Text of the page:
Models of organisation 3
We all see organisations through different lenses. One commentator says that organisations are all about the people (‘our greatest asset’) a second will attribute success to efficient processes (‘a well-oiled machine’) others seek gifted and heroic leaders (overpaid but ‘worth it’).
Meanwhile, sustained organisational success remains elusive: experience suggests that very few of today’s FTSE 100 companies will be in existence, never mind successful, in 30 years’ time.
In recent blogs I’ve been looking at how the models in our heads determine the way we manage our organisations and how we address their problems. I’m not arguing that any particular model is ‘right’ or ‘wrong’. But (to paraphrase Stafford Beer) some may be more useful than others and being aware of the model we use and opening ourselves up to other possibilities might give us an advantage in the tough world of organisational survival. In this blog I will explore a model (of organisations as systems) that offers richer possibilities for problem-solving and has the additional advantage of allowing the organisation to shift the focus from problem solving to the realisation of potential.
When organisations experience problems managers commonly respond in the terms suggested by the classic, bureaucratic model because that model (rarely recognised as one approach among several possibilities) has had so much influence on thinking and practice. From this perspective, organisations are like machines: when a part or a process within it fails a discrete repair or replacement is required. But are organisations, in fact, as simple as this? Sometimes the presenting problem is really a symptom of a more complex issue. A voluntary sector organisation is losing money and closing down its centres. At one level the problem is obvious: financial and operational systems and controls are out of date and there are no standardised or consistent procedures. From the point of view of the classic theory a straightforward modernisation is required, based on the application of current standard processes and technologies: some parts are not working and need repair or replacement. And, in itself, the diagnosis is correct. But this is a traditional organisation, composed of people worried that the application of ‘business’ will be accompanied by a loss of values and identity. These are people whose mental model is vocational. They are less worried about efficiency, about doing things right, than about maintaining values and beliefs as the basis of action: doing right things is what matters. To impose the obvious changes required would risk creating a tide of anxiety and resistance that would undermine all the good intentions and, probably, destroy the organisation. The overarching ‘problem’ is how to help the leaders and people of the organisation re-articulate its identity in a way that allows its people to embrace an appropriate and tailored renewal of the way they carry out their mission so that business efficiency is seen as serving the mission, not distorting it. It is not that the conclusion reached on the basis of the classic theory is ‘wrong’: in this instance at least, it is right in so far as it addresses a ‘what’ but it doesn’t offer an appropriate ‘how’.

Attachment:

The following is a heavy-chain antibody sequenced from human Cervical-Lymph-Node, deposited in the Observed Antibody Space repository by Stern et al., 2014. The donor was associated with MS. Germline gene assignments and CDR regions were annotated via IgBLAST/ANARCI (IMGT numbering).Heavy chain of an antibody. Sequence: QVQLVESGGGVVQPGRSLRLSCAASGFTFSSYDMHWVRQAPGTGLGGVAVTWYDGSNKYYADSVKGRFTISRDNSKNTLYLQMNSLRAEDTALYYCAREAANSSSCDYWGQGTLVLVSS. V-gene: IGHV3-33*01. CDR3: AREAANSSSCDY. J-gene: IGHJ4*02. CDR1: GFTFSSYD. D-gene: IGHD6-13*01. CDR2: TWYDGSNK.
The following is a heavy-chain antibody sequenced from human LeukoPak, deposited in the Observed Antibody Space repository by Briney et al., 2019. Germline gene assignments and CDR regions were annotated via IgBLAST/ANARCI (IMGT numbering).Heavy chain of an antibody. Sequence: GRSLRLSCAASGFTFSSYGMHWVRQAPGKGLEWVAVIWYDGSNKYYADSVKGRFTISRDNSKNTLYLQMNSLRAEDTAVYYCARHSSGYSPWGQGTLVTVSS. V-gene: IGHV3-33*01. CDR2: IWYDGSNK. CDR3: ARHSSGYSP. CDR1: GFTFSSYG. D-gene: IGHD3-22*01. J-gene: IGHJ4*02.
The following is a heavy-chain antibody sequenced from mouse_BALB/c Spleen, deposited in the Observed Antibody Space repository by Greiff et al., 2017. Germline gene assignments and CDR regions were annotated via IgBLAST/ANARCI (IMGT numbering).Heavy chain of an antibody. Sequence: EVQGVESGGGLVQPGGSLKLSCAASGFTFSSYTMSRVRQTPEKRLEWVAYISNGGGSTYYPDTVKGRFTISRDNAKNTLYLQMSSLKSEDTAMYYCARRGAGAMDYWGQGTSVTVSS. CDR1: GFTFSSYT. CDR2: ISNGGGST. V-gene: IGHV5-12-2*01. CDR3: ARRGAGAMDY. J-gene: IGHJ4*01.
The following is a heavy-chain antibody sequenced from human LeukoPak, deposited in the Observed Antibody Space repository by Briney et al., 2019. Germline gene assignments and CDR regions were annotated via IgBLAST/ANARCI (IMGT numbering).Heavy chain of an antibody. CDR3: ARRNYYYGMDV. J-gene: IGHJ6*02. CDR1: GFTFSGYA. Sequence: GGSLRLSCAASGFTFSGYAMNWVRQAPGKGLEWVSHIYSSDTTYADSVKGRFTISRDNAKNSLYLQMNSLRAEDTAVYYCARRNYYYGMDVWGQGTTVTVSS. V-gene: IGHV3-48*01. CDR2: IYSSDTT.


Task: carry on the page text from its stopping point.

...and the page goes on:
I want to suggest that seeing organisations as complex adaptive systems does more justice to their inter-connected and multi-faceted nature.
The systems approach sees organisations as complex entities not only in that they have many and various parts but, even more, in that that they come to life as a result of the interactions between those parts. A key characteristic is that some properties emerge only from the interactions of the whole system, properties that cannot be found in the parts or in a decomposition of the system. Systems thinkers draw on a number of sources for analogies, including natural phenomena such as living organisms (like you or I, for example), but even a relatively simple system illustrates the importance of this interactivity. Russell Ackoff supposes that, to build the best car, an automobile maker gathers the best parts from a whole range of different cars. After a while he has gathered the best engine, the best carburettor and so on: